Another year, another Cannes behind us. Cannes 2017 saw Netflix face off against the festival and female stars and directors taking centre stage for pre-sales.
Once again, it was a quiet market. There was the usual grumbling from distributors about the films, but this year’s seems to have some truth in it, with a lack of major deals announced at the market. Even now in the following weeks, we’ve yet hear many major confirmed distribution deals.
What were the hot projects and trends? Whose names keep popping up in packages? Which films can you expect to see at the festivals and award ceremonies in 2018/2019? Here’s the film distribution inside scoop.
The future’s female? Funny ladies and kick ass woman
This year’s market saw an unprecedented number of female directors and female led projects up for presale. Action and comedy featured strongly, including two Diane Keaton projects, targeted towards the grey pound audience.
For Cannes 2017, it seems like some of the industry is finally waking up to the power of female audiences and is getting ready to take a punt on female directors and female focused films.
Amy Schumer comedy I Feel Pretty was one of this year’s marquee titles. Voltage’s sales office was a revolving door of distributors making offers.
Abby Kohn and Marc Silverstein (Never Been Kissed, The Vow, How To Be Single) co-wrote the script about a young woman who struggles with insecurity. After a blow to the head, she suddenly believes she’s beautiful, giving her the confidence to live her life fearlessly, despite actually not looking any different.
Kohn and Silverstein will direct. STX snapped up US rights, in a deal reported to be in the range of $15M, committing to a wide release of 2000 screens, no doubt hoping to replicate their female focused box office smash Bad Moms.
Bad Moms star Mila Kunis was back with another comedy at the market; Lionsgate’s The Spy Who Dumped Me. Susanna Fogel is directing from her own script about two best friends who get swept up in an international conspiracy when one of them discovers her now ex-boyfriend was actually a spy. Think Girls meets Spy with a dash of The Man With One Red Shoe. Ghostbusters’ breakout Kate McKinnon co-stars and I can’t wait to see their comic chemistry on screen.
Is Diane Keaton America’s answer to a British Dame? In the past five years, Dames Maggie, Judi and Helen have emerged as bankable stars for an older audience, and the market is taking a gamble on Diane Keaton being able to deliver similar box office results.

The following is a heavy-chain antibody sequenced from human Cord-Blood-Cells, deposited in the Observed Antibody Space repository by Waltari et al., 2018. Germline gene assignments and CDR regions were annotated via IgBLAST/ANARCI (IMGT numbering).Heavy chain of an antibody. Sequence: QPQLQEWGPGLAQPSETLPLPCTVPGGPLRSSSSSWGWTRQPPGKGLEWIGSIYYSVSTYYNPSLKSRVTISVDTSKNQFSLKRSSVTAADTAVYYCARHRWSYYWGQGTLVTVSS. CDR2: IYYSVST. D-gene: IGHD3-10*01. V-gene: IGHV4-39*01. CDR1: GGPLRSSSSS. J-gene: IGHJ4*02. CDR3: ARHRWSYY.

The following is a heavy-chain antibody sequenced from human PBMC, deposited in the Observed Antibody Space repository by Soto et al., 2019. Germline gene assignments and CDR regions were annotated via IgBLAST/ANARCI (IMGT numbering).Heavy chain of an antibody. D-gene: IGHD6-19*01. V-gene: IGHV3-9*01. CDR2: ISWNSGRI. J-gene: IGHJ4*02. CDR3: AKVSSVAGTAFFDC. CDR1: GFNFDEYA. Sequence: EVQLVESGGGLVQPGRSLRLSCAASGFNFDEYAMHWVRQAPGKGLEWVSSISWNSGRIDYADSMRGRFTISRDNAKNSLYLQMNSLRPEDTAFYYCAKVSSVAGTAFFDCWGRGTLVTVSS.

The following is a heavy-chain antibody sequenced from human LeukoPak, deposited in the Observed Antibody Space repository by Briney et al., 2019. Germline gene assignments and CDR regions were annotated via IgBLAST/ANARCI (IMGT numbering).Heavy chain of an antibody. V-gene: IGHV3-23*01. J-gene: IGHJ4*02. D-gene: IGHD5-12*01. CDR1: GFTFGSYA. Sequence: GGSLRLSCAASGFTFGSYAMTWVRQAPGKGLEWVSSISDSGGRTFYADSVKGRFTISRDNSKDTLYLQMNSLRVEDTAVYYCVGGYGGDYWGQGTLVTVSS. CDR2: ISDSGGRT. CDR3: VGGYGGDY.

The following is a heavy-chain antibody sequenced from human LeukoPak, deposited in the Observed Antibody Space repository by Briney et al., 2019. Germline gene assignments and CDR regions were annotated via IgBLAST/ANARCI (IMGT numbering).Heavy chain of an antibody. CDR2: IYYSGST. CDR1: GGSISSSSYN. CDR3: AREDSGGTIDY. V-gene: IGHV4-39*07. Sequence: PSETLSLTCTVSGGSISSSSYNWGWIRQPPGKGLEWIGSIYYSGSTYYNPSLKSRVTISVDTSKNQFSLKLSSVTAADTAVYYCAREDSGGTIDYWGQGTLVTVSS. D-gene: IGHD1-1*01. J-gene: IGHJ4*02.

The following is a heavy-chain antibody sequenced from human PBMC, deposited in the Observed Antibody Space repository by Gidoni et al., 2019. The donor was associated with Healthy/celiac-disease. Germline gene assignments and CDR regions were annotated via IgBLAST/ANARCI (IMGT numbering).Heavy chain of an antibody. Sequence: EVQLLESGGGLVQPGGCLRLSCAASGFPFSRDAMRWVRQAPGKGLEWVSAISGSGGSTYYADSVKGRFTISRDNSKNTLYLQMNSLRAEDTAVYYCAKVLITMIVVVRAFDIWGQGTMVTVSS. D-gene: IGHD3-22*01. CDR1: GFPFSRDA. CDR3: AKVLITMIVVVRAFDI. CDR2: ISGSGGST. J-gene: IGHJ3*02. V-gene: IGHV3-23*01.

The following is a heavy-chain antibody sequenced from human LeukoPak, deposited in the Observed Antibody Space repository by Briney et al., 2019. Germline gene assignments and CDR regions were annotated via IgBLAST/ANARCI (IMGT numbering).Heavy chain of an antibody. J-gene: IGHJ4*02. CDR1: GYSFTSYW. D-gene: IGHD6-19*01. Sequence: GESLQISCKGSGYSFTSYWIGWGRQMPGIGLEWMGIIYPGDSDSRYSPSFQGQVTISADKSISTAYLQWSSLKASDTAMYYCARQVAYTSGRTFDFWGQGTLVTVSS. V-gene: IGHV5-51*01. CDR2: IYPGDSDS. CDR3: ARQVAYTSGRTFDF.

She’s headlining two comedies launched at Cannes, aimed at an older female audience. Bloom’s Book Club is a comedy about four lifelong friends in their 60s who read 50 Shades of Grey in their monthly book club and have their lives changed forever.
Bill Holderman wrote the script and will make his directorial debut. Candice Bergman and Jane Fonda are co-starring.
Documentary director Zara Hayes makes the leap to features with comedy Poms, which Sierra Affinity are producing and selling. Hayes co-wrote the script, with Shane Atkinson, inspired by the true story of a group of a women at a retirement community who form a cheerleading club to fulfill their life long dreams.
It’s a Pitch Perfect/Bring It On for the retirement set, with Diane Keaton is starring with Jacki Weaver.
Keaton can also be seen in romantic comedy Hampstead opposite Brendan Gleeson coming out later this month. Time will tell if she can rival the Dames for box office draw.
On Day Two of the market, IMR caused a frenzy with their launch of Sandra Bullock action Cash Truck. It’s Bullock’s first non-studio feature inspired by French film Le Convoyeur.
Bullock plays a mysterious American woman who joins a London based armoured car crew, with an agenda of her own. With Joel Silver producing, this is big budget heavy weight action that should hit cinema screens next year. Narcos director Josef Wladyka will direct.